Gaynor Coley, executive director of the Eden Project, is to leave the Cornish visitor attraction in the autumn to join the Royal Botanic Gardens, Kew, as director of public programmes.
The announcement of Coley’s departure comes less than two months after Tim Smit, the co-founder of the Eden Project, stepped down from the day-to-day management of the project to take up a new role at the visitor attraction.
Smit and Coley held the roles of joint chief executives until this summer.
Smit has become executive chairman of Eden Regeneration, a new unit that will focus on the creation of projects at the attraction.
Coley joined the Eden Project as finance director in 1997 and became managing director in 2000. She will replace Dr Angela McFarlane, director of public engagement and learning at the Royal Botanic Gardens, but her role will also include commercial activities.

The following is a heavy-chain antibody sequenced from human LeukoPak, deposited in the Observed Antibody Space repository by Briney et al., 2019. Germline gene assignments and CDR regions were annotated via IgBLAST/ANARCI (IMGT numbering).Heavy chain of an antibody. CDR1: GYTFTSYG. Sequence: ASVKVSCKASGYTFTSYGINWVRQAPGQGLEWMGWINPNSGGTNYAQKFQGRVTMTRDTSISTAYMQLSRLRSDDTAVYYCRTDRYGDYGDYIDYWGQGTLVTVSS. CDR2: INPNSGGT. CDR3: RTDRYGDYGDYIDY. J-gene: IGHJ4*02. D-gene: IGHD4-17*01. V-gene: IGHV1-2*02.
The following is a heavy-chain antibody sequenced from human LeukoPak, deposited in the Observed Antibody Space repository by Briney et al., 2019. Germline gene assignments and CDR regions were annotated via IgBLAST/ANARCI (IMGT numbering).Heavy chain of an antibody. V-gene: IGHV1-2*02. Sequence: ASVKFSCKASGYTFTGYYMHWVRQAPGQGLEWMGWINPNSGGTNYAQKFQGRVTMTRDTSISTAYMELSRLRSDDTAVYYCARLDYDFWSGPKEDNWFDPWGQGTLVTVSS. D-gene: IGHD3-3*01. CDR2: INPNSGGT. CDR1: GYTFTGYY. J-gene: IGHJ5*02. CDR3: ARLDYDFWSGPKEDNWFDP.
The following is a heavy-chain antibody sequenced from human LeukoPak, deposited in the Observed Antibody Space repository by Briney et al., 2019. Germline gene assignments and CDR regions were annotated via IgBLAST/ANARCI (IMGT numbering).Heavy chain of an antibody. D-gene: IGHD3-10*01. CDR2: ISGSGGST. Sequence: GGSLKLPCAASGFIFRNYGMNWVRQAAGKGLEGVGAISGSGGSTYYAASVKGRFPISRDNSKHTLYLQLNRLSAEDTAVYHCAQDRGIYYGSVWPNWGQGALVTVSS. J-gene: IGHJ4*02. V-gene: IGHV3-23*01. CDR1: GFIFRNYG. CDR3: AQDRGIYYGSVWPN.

The Eden Project is owned by the Eden Trust, a registered charity that last year had an income of just under £31m. The trust itself does not employ any staff and the day-to-day running of the project is managed by the Eden Project Limited, a wholly owned subsidiary.
The attraction recently cut 53 jobs to help save £2m a year. The attraction attributed the job losses to a fall in visitor numbers in 2012 as a result of the Olympics, poor weather and the recession.
A spokesman said the board of Eden Project Limited would discuss finding a replacement for Coley at a meeting later this month.
He added that following a disappointing start to the year, the recent good weather had brought an uplift in visitors to Cornwall and to the Eden Project.